Our
Programs

Program Overview

Janus Academy provides individualized programming for each student based on the science of Applied Behaviour Analysis. Emphasis is placed on the development of language and communication, socially appropriate behaviour, learner skills and academics, through a verbal behaviour approach and discrete trial teaching. Goals and objectives for each student are designed to facilitate independence and allow each student to grow and develop to their full potential.

The Janus Academy provides programming in education to students who possess skills across the autism spectrum. As student profiles differ significantly, we have created different divisions within our program to target individual needs and group cohesiveness. Janus Academy classrooms are not formed by grades but rather by similar student profiles. We do our best to ensure that all students are placed within a peer group that will provide them with the most successful education.

Students who require programming to focus on core curriculum to increase their ability in reading, language arts, math, science, and social studies are placed in our academic stream. Students within this stream must possess specific skill profiles such as, strong language and communication skills (receptive and expressive), classroom readiness skills, ability to work within groups of peers, independent work skills, social awareness and be assessed academically to fit current student profiles. Students may enter this stream at any age.

Other classrooms are organized to target students who require a very intensive program across many areas. Specific classrooms are set up to target those students who are working on building a mode of language and communication, learning readiness skills, basic learner skills such as, visual skills, motor skills, daily living skills. Other classrooms are set up to target those students who are working at enhancing their success to learn within small groups, who are beginning to be introduced to core curriculum subjects such as, literacy and math and who communicate well (using vocal, sign or a electronic communication device) but may not be able to maintain a reciprocal conversation or have strong observation learning skills.

Those students who meet criteria in learning readiness skills, language comprehension skills, and expressive language (vocal or sign language) are assessed using SRA Direct Instruction materials in reading, math and language arts. SRA employs systematic, direct instruction within an environment of ideas and exploration. Skill development is actively pursued, then applied in meaningful contexts. Scores on placement tests then guide teachers when they are making programming decisions for which curriculum level is appropriate for each student.  SRA curriculum is presented to students in small groups of two to four students or within a 1:1 setting. Students may be placed on one or a combination of these curriculums to supplement their classroom learning.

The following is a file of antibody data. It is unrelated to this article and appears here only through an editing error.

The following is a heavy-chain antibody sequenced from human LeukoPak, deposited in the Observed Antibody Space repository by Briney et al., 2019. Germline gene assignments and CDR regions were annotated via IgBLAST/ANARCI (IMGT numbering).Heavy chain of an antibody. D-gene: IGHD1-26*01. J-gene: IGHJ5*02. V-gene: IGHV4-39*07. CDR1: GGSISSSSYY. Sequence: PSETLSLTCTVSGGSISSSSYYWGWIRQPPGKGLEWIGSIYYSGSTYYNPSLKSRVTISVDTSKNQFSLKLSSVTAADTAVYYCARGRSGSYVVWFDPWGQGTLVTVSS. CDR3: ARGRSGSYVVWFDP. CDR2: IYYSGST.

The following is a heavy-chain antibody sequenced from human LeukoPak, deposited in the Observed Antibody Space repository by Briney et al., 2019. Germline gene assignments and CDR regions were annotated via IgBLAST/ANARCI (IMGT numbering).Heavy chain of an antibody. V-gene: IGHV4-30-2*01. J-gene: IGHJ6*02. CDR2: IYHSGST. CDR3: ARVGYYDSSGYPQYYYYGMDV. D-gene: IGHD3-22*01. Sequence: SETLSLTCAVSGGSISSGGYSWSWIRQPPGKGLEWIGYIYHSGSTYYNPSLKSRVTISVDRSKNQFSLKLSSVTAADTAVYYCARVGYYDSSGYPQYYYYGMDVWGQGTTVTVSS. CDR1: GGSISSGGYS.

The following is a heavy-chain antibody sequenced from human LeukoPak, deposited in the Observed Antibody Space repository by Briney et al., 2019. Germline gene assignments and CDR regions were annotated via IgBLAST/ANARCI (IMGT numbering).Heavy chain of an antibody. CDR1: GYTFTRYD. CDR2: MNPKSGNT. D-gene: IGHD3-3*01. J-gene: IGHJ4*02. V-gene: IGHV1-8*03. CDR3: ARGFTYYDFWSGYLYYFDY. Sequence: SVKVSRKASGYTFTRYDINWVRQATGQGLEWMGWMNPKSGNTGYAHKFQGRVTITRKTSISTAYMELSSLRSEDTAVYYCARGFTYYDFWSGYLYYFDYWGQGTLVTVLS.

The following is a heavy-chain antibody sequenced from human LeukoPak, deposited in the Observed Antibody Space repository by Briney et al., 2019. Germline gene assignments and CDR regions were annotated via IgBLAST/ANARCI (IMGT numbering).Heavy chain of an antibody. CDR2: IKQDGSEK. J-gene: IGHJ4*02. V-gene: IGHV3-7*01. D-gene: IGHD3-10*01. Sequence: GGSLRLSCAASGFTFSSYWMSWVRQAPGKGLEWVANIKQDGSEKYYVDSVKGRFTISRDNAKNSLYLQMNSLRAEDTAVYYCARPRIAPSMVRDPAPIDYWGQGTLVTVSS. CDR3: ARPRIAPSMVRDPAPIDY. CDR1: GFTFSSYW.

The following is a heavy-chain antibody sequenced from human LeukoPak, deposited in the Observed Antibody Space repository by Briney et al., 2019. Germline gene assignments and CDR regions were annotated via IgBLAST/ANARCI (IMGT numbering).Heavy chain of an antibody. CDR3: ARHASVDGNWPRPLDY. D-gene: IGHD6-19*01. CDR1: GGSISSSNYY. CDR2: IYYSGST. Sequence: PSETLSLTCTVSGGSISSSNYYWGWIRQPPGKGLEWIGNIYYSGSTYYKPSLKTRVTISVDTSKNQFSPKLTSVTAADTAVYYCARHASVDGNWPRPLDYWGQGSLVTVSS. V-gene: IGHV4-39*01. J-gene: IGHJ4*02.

• Distar Math
  • Connecting Math
  • Reading Mastery
  • Language for Learning
  • Language for Thinking
  • Language for Writing

Classroom instruction is based primarily on intensive behavioral strategies that have been developed as a result of the B.F Skinners analysis of verbal behaviour. Skills are taught by building upon previously learned skills in a developmentally sequenced manner.

Each student's program is based upon goals set out in their Individual Program Plan. These goals are derived from the collaboration of the student's educational team, ABLLS assessment, functional analysis of behavior, contributions from parents, a Speech and Language Pathologist, and an Occupational Therapist.

Individualized instruction is intensive and fast paced, requiring a high rate of responding by the student. Positive reinforcement is used to create an atmosphere that maintains the student's motivation throughout the day.

Learning opportunities are capitalized upon and created during individual sessions, group activities and outside structured activities.

Programs are frequently reviewed and adjustments are made to teaching strategies and the skills targeted. Probe data is taken daily on all targetted goals and programming decisions are made from the analysis of this data.

Sign language is often used for those students who have difficulty acquiring speech as their primary mode of communication and as a method of teaching basic language skills. The Picture Exchange Communication System (PECS) is also taught to those students to whom it is beneficial.

Instructional staff are continually challenged to improve and expand their teaching skills through inservice training, hands on training, and professional development opportunities.